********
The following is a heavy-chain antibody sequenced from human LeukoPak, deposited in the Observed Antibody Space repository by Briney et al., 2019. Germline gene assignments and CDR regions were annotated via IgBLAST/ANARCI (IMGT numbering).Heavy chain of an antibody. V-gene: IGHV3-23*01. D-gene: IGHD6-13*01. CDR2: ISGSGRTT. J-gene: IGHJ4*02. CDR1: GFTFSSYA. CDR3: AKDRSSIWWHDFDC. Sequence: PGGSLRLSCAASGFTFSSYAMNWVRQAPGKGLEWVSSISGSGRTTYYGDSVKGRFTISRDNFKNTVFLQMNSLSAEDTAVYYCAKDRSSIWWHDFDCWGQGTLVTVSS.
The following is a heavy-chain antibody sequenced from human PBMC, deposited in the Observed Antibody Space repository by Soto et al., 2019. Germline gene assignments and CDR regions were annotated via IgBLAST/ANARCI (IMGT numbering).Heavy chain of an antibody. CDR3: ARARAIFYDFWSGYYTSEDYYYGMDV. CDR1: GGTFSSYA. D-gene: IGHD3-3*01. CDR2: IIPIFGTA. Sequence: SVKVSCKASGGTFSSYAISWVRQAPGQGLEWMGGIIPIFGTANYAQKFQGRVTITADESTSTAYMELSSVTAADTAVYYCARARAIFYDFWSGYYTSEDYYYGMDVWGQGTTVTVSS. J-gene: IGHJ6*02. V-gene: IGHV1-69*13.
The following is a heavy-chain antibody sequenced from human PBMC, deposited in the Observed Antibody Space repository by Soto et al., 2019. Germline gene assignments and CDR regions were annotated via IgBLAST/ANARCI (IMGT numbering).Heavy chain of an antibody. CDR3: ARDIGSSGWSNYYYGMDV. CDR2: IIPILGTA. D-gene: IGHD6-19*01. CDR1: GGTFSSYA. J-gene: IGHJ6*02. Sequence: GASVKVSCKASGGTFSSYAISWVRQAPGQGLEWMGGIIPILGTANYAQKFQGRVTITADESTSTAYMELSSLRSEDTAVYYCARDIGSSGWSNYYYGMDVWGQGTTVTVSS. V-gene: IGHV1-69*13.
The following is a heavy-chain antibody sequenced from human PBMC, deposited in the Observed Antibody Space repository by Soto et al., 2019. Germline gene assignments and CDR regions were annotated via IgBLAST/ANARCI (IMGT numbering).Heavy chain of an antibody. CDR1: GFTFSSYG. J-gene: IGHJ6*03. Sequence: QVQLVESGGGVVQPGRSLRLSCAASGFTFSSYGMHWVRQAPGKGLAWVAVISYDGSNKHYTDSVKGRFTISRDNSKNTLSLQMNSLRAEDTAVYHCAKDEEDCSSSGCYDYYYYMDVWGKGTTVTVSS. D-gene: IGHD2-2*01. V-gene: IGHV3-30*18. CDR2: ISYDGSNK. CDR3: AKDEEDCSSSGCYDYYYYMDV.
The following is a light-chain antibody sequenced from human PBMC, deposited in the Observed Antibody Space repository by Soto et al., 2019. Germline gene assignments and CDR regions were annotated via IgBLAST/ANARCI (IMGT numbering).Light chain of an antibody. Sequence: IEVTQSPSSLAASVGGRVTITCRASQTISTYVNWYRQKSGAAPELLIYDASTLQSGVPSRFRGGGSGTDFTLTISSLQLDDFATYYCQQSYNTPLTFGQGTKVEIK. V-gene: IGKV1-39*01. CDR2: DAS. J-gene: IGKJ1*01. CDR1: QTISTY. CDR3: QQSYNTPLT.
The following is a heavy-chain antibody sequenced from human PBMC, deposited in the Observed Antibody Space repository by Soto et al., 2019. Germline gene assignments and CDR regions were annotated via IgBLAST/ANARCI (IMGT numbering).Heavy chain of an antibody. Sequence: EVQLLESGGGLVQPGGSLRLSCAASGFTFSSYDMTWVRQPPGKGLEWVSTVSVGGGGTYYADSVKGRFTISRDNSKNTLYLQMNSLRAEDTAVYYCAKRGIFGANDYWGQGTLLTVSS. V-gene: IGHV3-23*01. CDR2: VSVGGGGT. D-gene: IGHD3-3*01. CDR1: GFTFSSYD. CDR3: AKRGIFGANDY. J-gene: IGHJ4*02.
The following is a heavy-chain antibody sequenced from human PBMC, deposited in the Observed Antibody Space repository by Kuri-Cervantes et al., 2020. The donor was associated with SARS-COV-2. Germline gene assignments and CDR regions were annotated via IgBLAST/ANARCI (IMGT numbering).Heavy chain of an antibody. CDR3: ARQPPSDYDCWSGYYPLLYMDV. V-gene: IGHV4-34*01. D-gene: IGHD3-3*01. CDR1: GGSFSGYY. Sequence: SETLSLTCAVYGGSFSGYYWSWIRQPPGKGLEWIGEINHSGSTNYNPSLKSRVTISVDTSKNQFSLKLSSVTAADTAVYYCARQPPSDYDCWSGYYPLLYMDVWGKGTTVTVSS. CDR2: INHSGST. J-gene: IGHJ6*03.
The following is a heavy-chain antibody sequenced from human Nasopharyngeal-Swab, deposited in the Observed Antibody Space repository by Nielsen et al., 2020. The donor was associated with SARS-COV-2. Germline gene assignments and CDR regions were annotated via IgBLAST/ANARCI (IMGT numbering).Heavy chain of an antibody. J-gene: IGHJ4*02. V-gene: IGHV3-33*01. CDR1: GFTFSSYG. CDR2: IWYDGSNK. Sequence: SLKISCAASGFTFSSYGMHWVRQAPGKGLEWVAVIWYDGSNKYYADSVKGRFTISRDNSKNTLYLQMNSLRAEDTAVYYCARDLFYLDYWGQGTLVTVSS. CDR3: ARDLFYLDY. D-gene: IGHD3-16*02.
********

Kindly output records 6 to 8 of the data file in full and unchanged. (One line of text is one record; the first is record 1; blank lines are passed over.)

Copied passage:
The following is a heavy-chain antibody sequenced from human PBMC, deposited in the Observed Antibody Space repository by Soto et al., 2019. Germline gene assignments and CDR regions were annotated via IgBLAST/ANARCI (IMGT numbering).Heavy chain of an antibody. Sequence: EVQLLESGGGLVQPGGSLRLSCAASGFTFSSYDMTWVRQPPGKGLEWVSTVSVGGGGTYYADSVKGRFTISRDNSKNTLYLQMNSLRAEDTAVYYCAKRGIFGANDYWGQGTLLTVSS. V-gene: IGHV3-23*01. CDR2: VSVGGGGT. D-gene: IGHD3-3*01. CDR1: GFTFSSYD. CDR3: AKRGIFGANDY. J-gene: IGHJ4*02.
The following is a heavy-chain antibody sequenced from human PBMC, deposited in the Observed Antibody Space repository by Kuri-Cervantes et al., 2020. The donor was associated with SARS-COV-2. Germline gene assignments and CDR regions were annotated via IgBLAST/ANARCI (IMGT numbering).Heavy chain of an antibody. CDR3: ARQPPSDYDCWSGYYPLLYMDV. V-gene: IGHV4-34*01. D-gene: IGHD3-3*01. CDR1: GGSFSGYY. Sequence: SETLSLTCAVYGGSFSGYYWSWIRQPPGKGLEWIGEINHSGSTNYNPSLKSRVTISVDTSKNQFSLKLSSVTAADTAVYYCARQPPSDYDCWSGYYPLLYMDVWGKGTTVTVSS. CDR2: INHSGST. J-gene: IGHJ6*03.
The following is a heavy-chain antibody sequenced from human Nasopharyngeal-Swab, deposited in the Observed Antibody Space repository by Nielsen et al., 2020. The donor was associated with SARS-COV-2. Germline gene assignments and CDR regions were annotated via IgBLAST/ANARCI (IMGT numbering).Heavy chain of an antibody. J-gene: IGHJ4*02. V-gene: IGHV3-33*01. CDR1: GFTFSSYG. CDR2: IWYDGSNK. Sequence: SLKISCAASGFTFSSYGMHWVRQAPGKGLEWVAVIWYDGSNKYYADSVKGRFTISRDNSKNTLYLQMNSLRAEDTAVYYCARDLFYLDYWGQGTLVTVSS. CDR3: ARDLFYLDY. D-gene: IGHD3-16*02.